Yarimar Bonilla, a political anthropologist at Hunter College specializing in Puerto Rico, said the changes reflected in the last election were monumental, and they confirmed that the activism born after the texting scandal endures in a big way. Mr Rosselló, she said, was right that things got worse after he left – but she blames him for it.

“Every agency is a complete failure because of all the lackeys he appointed,” she said, noting that the health secretary appointed by Mr Rosselló was forced to resign when doctors went public the lack of testing for coronavirus. The former governor will be remembered for members of his administration who have been accused of corruption, closing schools to save money and his quest to even privatize beaches, she said.

The fact that it was a pothole that prompted Mr Rosselló to resign struck her as an ironic consequence of the neglected public services he failed to manage, she said.

“There was no bomb threat, no one shot him,” Ms. Bonilla said. “What put her daughter’s life in danger was a pothole – the infrastructure, the neglected streets of Puerto Rico.”

Governor Pedro R. Pierluisi, a longtime politician whom Rosselló had originally chosen to replace him, won the governor’s race in November, but with less than 35% of the vote.

“I’m afraid to say that nowhere is as much soul-searching as there should be” within the party about these results, said Kenneth McClintock, a former party secretary of state. by M. Rosselló.

But he and Mr Rosselló both referred to a plebiscite in November in which nearly 53% of voters favored a Puerto Rican state – a sign, they said, that the New Progressive Party still represents the interests of ‘a large part of the electorate.

“Since his departure, they have worked to recreate his image,” said Sandra Rodríguez-Cotto, the journalist who published the first article on the chat – and was criticized there. “He thinks he’s coming back in 2023, but he left a lot of questions unanswered.”

Mr Rosselló said he “loves Puerto Rico” but declined to say if he is considering a return. Things are finally starting to change for him, he said. He works as a consultant for My Business Matches, a cloud-based networking company in San Antonio, Texas owned by someone he worked with on one of his father’s campaigns. Puerto Rico’s comptroller records show the company had a $ 25,000 contract with the government to provide networking services at a trade show.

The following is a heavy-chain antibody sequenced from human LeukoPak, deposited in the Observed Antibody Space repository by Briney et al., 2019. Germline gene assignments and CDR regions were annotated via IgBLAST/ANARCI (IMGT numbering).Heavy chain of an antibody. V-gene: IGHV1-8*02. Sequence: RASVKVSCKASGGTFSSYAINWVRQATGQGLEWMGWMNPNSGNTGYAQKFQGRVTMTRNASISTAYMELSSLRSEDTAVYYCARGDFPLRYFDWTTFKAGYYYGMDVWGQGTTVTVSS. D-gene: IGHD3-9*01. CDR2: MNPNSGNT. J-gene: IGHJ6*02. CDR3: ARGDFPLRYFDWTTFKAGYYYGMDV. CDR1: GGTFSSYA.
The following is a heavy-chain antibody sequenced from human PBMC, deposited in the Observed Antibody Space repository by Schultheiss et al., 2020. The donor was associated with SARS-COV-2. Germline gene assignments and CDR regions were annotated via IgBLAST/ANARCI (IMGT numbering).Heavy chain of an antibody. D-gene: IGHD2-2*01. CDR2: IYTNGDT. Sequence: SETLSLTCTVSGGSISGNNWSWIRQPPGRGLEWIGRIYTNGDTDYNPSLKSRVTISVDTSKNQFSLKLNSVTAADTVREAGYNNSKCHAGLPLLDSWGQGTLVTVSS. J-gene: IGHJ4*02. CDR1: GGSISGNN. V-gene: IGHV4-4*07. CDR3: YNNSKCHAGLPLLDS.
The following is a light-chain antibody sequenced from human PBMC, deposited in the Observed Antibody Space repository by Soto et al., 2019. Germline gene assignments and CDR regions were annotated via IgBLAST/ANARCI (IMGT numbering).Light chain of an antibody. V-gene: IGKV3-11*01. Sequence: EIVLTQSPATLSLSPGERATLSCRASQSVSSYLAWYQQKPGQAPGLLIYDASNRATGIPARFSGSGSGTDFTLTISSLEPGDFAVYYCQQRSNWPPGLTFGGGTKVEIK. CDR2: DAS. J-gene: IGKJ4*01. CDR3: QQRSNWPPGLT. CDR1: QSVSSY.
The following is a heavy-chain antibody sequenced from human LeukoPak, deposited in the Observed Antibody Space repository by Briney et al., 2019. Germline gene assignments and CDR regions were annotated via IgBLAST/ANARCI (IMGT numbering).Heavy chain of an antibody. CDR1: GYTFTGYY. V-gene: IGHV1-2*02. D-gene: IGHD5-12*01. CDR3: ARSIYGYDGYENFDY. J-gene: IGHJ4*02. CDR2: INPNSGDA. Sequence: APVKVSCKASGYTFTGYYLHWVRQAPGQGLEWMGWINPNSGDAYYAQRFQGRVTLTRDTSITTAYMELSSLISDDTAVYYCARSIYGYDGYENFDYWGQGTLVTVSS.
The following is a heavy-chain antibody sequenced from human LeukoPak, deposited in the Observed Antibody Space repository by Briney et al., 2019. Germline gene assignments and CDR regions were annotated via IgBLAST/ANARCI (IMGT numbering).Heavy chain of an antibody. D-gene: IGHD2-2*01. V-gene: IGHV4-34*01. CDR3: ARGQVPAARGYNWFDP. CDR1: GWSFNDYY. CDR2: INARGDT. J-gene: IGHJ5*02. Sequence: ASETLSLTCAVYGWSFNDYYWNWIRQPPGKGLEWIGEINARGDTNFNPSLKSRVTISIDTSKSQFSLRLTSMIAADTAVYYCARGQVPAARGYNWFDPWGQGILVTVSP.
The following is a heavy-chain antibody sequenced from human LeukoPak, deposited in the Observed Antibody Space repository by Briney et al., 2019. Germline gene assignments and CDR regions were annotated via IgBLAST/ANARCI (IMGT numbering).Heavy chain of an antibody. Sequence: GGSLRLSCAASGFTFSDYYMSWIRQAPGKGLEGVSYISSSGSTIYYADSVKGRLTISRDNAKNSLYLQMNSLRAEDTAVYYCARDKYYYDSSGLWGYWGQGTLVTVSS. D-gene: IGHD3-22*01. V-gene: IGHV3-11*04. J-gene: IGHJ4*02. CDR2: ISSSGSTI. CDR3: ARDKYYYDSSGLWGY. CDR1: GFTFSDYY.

And even though the public service videos did not take off, he found a potential business opportunity with the arrival of the coronavirus: he invested, he said, in a company with two Beijing-based scientists with whom he was working and looking to develop a drug treatment for Covid-19.

Mr. Rosselló said he was in charge of mathematical modeling.

Speaking publicly now, he said, he just wants people to see that no matter what, he cared about Puerto Rico’s well-being.

“I’m not aiming for people to think that I am, you know, God’s gift to the world, but I hope they don’t see the opposite either,” Mr. Rosselló said. “I just want to work. I just want to help.

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Officers who handcuffed black family will not be charged, prosecutors say

Colorado prosecutors said this week they would not charge two police officers who allegedly unsheathed their guns and handcuffed a black family, including two girls, after suspecting them of riding in a stolen car.

The meeting with Aurora police last August was recorded in a widely shared video that showed four children lying on the ground in a parking lot, crying and screaming as several officers stood above them near an SUV .

In a letter to the Aurora police chief on Thursday, a prosecutor said a review of police reports, body-worn camera footage, radio traffic and training materials as well as an outside report on the “use of force” had not found sufficient evidence to justify the filing of criminal charges.

“Despite the disturbing fact that terrified children were ordered out of a vehicle at gunpoint and placed face down on the ground, our conclusion is that there is no evidence beyond a reasonable doubt that the DPA officers involved have unlawfully, intentionally, knowingly or negligently violated Colorado criminal law, ”wrote Clinton McKinzie, the assistant chief attorney for the state’s 18th judicial district.

David Lane, an attorney for Brittney Gilliam, the black mother who was detained with her family during the August 2 meeting, called the decision not to charge the officers involved as “unfortunately no surprise”.